Vol. LXIV, No. 27
Wednesday, July 7, 2010
Im very glad I went, said Princeton Borough resident and Town Topics employee Yeou-Shiuh Hsu speaking about his recent trip to Israel and Palestine as a member of an Interfaith Peace-Builder delegation. It helped me fill in gaps about what I know. But it was very unsettling.
Interfaith Peace-Builders (IFPB) describes itself as an agency that fosters a network of informed and active individuals who understand the Israeli-Palestinian conflict and the United States political, military, and economic role in it. Their delegations emphasize listening to and learning from those immersed in the reality of the conflict, and advancing the work of Israelis and Palestinians committed to nonviolent struggle and peace with justice. Mr. Hsus group was the 33rd delegation to make the trip since 2001.
There is a lot of good, Mr. Hsu acknowledged. He added, however, that it seems outweighed by the bad. By the bad he means walls, road blocks, and other interventions that erode the financial, social, educational, and cultural fabric of Palestinian life. Even when Israelis take note and protest what he described as extreme human rights abuses, it doesnt get translated into political will.
You dont really hear from Palestinians or Israeli civilians, observed Mr. Hsu. Peoples immediate association to the word Palestinian is Hamas. He cited refugee camps and graffiti as examples of every day non-violent resistance by Palestinians, and was moved to the point of tears by observing them in prayer. Its amazing that they show so much dignity after what theyve been subjected to, he commented.
The 28-member delegation, which included individuals from many walks of life throughout the United States, did meet with Israelis, Mr. Hsu reported, although a conversation with some Hebrew University students, got off to a bad beginning. They wanted to talk about the history of the region an archeological/biblical story that gets repeated again and again. They claim that Palestinians left the area on their own, with no claims, so were not responsible.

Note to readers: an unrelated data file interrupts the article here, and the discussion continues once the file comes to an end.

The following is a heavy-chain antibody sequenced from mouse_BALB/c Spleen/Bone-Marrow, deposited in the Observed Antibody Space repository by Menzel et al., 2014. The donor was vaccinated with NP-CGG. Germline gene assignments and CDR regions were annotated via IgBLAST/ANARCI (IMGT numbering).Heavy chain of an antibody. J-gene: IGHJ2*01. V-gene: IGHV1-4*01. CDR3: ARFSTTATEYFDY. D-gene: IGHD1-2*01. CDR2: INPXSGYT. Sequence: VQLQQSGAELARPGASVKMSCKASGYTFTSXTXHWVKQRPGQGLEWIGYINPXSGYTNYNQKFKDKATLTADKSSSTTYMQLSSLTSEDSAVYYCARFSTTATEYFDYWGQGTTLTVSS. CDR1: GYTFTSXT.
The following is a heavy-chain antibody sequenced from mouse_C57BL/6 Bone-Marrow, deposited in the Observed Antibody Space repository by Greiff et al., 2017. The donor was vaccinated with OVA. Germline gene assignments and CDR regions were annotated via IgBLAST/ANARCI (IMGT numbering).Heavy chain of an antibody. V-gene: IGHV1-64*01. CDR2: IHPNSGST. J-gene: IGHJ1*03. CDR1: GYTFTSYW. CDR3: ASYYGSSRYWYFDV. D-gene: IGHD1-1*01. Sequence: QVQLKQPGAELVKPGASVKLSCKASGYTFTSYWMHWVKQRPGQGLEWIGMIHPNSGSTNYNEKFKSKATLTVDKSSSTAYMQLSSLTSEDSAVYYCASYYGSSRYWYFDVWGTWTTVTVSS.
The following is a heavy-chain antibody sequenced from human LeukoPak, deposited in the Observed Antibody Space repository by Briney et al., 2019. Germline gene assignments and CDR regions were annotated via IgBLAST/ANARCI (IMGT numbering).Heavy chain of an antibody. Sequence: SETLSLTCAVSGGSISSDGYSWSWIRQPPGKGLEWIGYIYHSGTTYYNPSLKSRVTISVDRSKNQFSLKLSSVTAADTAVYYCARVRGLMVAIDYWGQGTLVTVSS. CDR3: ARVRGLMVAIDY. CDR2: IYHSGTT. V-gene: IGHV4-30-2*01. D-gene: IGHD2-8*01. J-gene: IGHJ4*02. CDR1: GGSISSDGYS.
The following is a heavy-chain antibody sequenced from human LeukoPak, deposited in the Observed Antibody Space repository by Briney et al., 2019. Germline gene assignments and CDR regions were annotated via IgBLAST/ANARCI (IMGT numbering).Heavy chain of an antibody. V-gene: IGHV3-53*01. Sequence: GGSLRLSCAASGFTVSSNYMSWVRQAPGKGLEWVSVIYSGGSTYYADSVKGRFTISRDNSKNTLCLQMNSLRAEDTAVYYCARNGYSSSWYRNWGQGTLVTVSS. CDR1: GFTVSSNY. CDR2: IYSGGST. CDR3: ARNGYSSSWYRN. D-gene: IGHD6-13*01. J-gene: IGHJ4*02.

People see Israel as a beacon of democracy, so we assume it shares our notions of democracy. But this was not borne out by what we saw there, said Mr. Hsu, who is Taiwanese-American.
Mr. Hsu pointed to the changes of heart among the several people on the trip by the time their journey concluded. One was a woman who had been born in Israel, but later moved to the U.S. Traveling now with an American passport, she was able to see things that had been prohibited to her as an Israeli national. It greatly perturbed her, said Mr. Hsu.
Among his examples of the stark contrasts between the Israeli and Palestinian environments was the grassy, really nice Israeli side of a wall, and the drab, ugly concrete on the Palestinian side. Another contrast was between the Israeli high-rises on one side of the border, and Palestinian structures no taller than three stories on the other. Palestinians and Bedouins rarely get building permits, Mr. Hsu noted. If they do, its a costly process that can take as long as 15 years. Population growth cant wait that long. Or, if theres an effort to build on existing structures, theyre told that the building is ultimately illegal, and will be demolished.
Although hope and opportunity are not substantial, according to Mr. Hsu, he thinks the gulf can be bridged. He doesnt believe, however, that a two-state solution is the answer, because it wouldnt account for the 1.4 million Palestinians who live in Israel and are systematically discriminated against. After seeing what I saw, though, I recognize the importance of dialogue groups. After all, apartheid was dismantled after pressure was brought to bear.
Mr. Hsus website is at www.heartofpalestine.net. To learn more about the Interfaith Peace-Builders, visit www.ifpb.org/default.html.
The opinions expressed in this article are Mr. Hsus and do not necessarily represent those of the author or Town Topics.
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